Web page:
Fortunately, many citizens’ initiatives and some companies have been working for some time on solutions and proposals to break up these tendencies. And recently, even government agencies such as administrations are jumping on these solutions and starting to use and promote open digital infrastructure themselves. [2, 6]
In terms of strengthening a free market, Free Software plays a decisive role for European digital independence. On the one hand, already existing free projects are particularly attractive for young companies and those in the digitization process due to their often high flexibility and scalability. Free software is usually developed jointly with others, which is almost always cheaper for the individual. The often cost-intensive development phase can thus be externalized and distributed among all actors. [2, 5]
On the other hand, the cross-platform architecture and the use of open standards do the rest. As a result, the software or platform can usually be easily integrated into various overall systems, such that it makes no difference what other software components or operating systems the companies and employees use. [2, 6]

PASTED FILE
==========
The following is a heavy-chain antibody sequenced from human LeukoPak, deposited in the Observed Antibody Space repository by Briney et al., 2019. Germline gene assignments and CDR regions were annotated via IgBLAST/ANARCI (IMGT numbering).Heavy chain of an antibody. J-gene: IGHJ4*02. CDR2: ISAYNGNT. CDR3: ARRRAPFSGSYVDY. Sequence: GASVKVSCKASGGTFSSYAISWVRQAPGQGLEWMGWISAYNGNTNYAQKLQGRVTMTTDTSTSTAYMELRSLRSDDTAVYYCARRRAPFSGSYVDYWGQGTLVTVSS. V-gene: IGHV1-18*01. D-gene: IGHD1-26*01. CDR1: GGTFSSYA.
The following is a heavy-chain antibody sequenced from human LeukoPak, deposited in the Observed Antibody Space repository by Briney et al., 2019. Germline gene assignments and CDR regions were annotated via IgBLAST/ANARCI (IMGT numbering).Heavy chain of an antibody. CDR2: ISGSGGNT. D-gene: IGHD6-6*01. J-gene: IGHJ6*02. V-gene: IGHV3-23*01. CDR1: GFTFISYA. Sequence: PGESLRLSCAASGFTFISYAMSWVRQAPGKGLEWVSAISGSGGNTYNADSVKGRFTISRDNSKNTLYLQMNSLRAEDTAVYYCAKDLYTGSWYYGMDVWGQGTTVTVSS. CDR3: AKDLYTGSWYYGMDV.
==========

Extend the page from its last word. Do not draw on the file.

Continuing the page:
Platforms that are based entirely on Free Software also avoid the lock-in effect, since they are independent of the providers. If certain providers are not suitable, the user can simply switch to others – or the platform can be operated independently without the involvement of third parties. This creates real competition in a completely free market. Many small providers thus create a favorable, fair and innovative market ecosystem instead of strengthening the monopoly tendencies of a few mega-corporations. [2, 5, 6]
Another important aspect is the democratization of development processes. The fact that all actors, regardless of whether they are private individuals, companies or government agencies, can participate in the development process of free software means that the power to decide on the functions and direction of the project lies with those who are affected by the use of the software. Participation and integration aspects also play a more central role here than is the case with non-free proprietary software. [2, 6]
The bottom line is that the use of Free Software not only strengthens digital independence, but also the digital sovereignty of companies, employees and often customers.
Underutilized Potentials of Free Software